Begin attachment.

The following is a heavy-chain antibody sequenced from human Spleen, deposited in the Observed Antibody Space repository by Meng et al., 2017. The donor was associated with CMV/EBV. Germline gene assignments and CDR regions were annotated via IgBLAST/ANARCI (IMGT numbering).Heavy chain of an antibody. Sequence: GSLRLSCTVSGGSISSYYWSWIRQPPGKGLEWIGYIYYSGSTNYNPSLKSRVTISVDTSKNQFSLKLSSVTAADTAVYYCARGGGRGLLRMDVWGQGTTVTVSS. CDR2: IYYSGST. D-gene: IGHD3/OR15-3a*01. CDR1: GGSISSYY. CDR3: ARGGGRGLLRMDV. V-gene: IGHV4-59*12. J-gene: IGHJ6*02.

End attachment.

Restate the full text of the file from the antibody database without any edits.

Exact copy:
The following is a heavy-chain antibody sequenced from human Spleen, deposited in the Observed Antibody Space repository by Meng et al., 2017. The donor was associated with CMV/EBV. Germline gene assignments and CDR regions were annotated via IgBLAST/ANARCI (IMGT numbering).Heavy chain of an antibody. Sequence: GSLRLSCTVSGGSISSYYWSWIRQPPGKGLEWIGYIYYSGSTNYNPSLKSRVTISVDTSKNQFSLKLSSVTAADTAVYYCARGGGRGLLRMDVWGQGTTVTVSS. CDR2: IYYSGST. D-gene: IGHD3/OR15-3a*01. CDR1: GGSISSYY. CDR3: ARGGGRGLLRMDV. V-gene: IGHV4-59*12. J-gene: IGHJ6*02.